Interest in the connection between the gut and mood has been growing over the last few years. It has been found that levels of people’s anxiety may be linked to their microbiome; their gut bacteria. New research from neurobiologists at the Oxford University has now found more compelling evidence between our microbiota and brain function. In this particular study the scientists found that there was a strong link between the supplementation of prebiotics and a reduction in anxiety.

brain
Its been found that prebiotics can influence how emotion is dealt with in the brain

The Study

In this study forty five healthy volunteers aged between 18 and 45 were given two prebiotics or a placebo everyday for 3 weeks. The salivary cortisol awakening response was then sampled both before and after the prebiotic/placebo was given. On the final day of treatment, the participants completed computerised tests assessing how they managed to process emotional information such as positive or negative words.

The researchers found that those participants who had taken the prebiotic paid less attention to negative information and more to information that was positive, compared to the placebo group. This is in fact similar to results you would observe among individuals who have taken antidepressants or anti-anxiety medication.

These findings are consistent with previous studies which have linked endocrine and anxiolytic (reduction of anxiety) effects of a healthy microbiome. It was also found that the subjects who took the prebiotics had lower levels of cortisol -- a stress hormone which has been linked with anxiety and depression -- in their saliva when they woke up in the morning.

What could this study mean for us

Prebiotics are a form of non digestable dietary fibre that feeds the healthy bacteria found in our gut helping them multiply faster. Some probiotic supplements contain prebiotics. At OptiBac Probotics we do include prebiotics in some products of our range although these aren't identical to those in the study. Fundamentally however, it’s likely the increase in the bacteria itself that is being found to have an effect on our mood and anxiety levels. It is also possible to support your bacteria by eating prebiotic foods and looking after your gastrointestinal health in general.

onions
Onions are a really good prebiotic food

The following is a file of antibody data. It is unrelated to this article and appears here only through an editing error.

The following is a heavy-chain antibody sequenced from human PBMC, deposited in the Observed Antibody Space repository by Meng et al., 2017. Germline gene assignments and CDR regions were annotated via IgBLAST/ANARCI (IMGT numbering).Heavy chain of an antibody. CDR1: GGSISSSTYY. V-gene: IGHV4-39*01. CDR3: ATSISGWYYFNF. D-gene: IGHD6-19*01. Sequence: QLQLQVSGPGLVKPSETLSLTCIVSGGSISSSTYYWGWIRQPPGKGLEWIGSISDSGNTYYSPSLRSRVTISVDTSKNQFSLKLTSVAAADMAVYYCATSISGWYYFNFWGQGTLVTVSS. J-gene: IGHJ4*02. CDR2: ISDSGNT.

Another study that was carried out in UCLA’s London School of Medicine on women who were given yoghurt with a mix of probiotics. They found that with these women taking probiotic in the yoghurt not only had an effect on emotional brain function but also on sensory brain function too. This was viewed on a Magnetic Resonance Imaging scanner.

Time and time again, we hear from patients that they never felt depressed or anxious until they started experiencing problems with their gut," Dr. Kirsten Tillisch, the study's lead author, said in a statement. "Our study shows that the gut–brain connection is a two-way street."

UCLA’s London School of Medicine researchers are now also planning on running a study to see if alleviation of gastrointestinal issues such as bloating, flatulence and altered bowel habits can have an effect on mood. It is a quite well known phenomena that when you don’t feel well you can often feel low or anxious. Maybe there is a valid link here. Maybe also there is a possibility for a more natural intervention for the growing mental health issues in our country and support with the increase in stress and anxiety in our lives.

Psychobiotics (the idea that bacteria or probiotics can influence our mental health) is a fascinating area which we have already mentioned before, read Kathy's informative post on psychobiotics if you are interested in this area of science, or Soraya's blogpost on OptiBac Probiotics' feature in red magazine with regard to probiotics being beneficial for anxiety.


Kristin Schmidt, Philip J. Cowen, Catherine J. Harmer, George Tzortzis, Steven Errington, Philip W. J. Burnet. Prebiotic intake reduces the waking cortisol response and alters emotional bias in healthy volunteers, Psychopharmacology, DOI: 10.1007/s00213-014-3810-0, published 3 December 2014.Kirsten Tillisch, Jennifer Labus, Lisa Kilpatrick, Zhiguo Jiang, Jean Stains, Bahar Ebrat, Denis Guyonnet, Sophie Legrain-Raspaud, Beatrice Trotin, Bruce Naliboff, Emeran A. Mayer. Consumption of Fermented Milk Product with Probiotic Modulates Brain Activity. Gastroenterology, 2013; DOI:10.1053/j.gastro.2013.02.043

Comments

  • I want very much to get in contact with one of the authors (Kristin Schmidt, Philip J. Cowen, Catherine J. Harmer, George Tzortzis, Steven Errington, Philip W. J. Burnet) to learn more about the possibility of connection between digestion and anxiety. I am desperate to help my 10 year old granddaughter! Please advise how I can communication with someone who is doing research on this topic.

  • Hi Carole,

    Thank you for your comment.
    Whilst we often blog about the latest research in the field, as a company we are not always involved in the studies that we write about. I am sure that you would be able to find the contact details of the study leader on the internet, however, and if you are interested in this subject, you will find lots more information on our website here

    Wishing you the best of health,
    Kerry


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